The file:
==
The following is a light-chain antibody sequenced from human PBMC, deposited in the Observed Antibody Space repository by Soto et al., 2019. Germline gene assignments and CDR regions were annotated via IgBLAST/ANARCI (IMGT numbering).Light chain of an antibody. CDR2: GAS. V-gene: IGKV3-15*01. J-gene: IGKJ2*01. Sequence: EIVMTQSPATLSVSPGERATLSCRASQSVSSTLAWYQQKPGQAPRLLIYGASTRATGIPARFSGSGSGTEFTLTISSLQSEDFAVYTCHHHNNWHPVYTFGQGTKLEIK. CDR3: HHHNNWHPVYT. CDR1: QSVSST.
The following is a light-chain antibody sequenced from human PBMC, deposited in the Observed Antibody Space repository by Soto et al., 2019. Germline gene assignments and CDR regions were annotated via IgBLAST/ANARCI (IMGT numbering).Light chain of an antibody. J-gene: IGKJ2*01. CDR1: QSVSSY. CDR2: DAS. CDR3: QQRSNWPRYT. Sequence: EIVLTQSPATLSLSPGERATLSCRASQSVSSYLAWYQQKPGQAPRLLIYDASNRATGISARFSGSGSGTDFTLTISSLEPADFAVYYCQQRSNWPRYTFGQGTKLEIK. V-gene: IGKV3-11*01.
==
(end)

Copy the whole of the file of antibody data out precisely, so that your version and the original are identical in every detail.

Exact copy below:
The following is a light-chain antibody sequenced from human PBMC, deposited in the Observed Antibody Space repository by Soto et al., 2019. Germline gene assignments and CDR regions were annotated via IgBLAST/ANARCI (IMGT numbering).Light chain of an antibody. CDR2: GAS. V-gene: IGKV3-15*01. J-gene: IGKJ2*01. Sequence: EIVMTQSPATLSVSPGERATLSCRASQSVSSTLAWYQQKPGQAPRLLIYGASTRATGIPARFSGSGSGTEFTLTISSLQSEDFAVYTCHHHNNWHPVYTFGQGTKLEIK. CDR3: HHHNNWHPVYT. CDR1: QSVSST.
The following is a light-chain antibody sequenced from human PBMC, deposited in the Observed Antibody Space repository by Soto et al., 2019. Germline gene assignments and CDR regions were annotated via IgBLAST/ANARCI (IMGT numbering).Light chain of an antibody. J-gene: IGKJ2*01. CDR1: QSVSSY. CDR2: DAS. CDR3: QQRSNWPRYT. Sequence: EIVLTQSPATLSLSPGERATLSCRASQSVSSYLAWYQQKPGQAPRLLIYDASNRATGISARFSGSGSGTDFTLTISSLEPADFAVYYCQQRSNWPRYTFGQGTKLEIK. V-gene: IGKV3-11*01.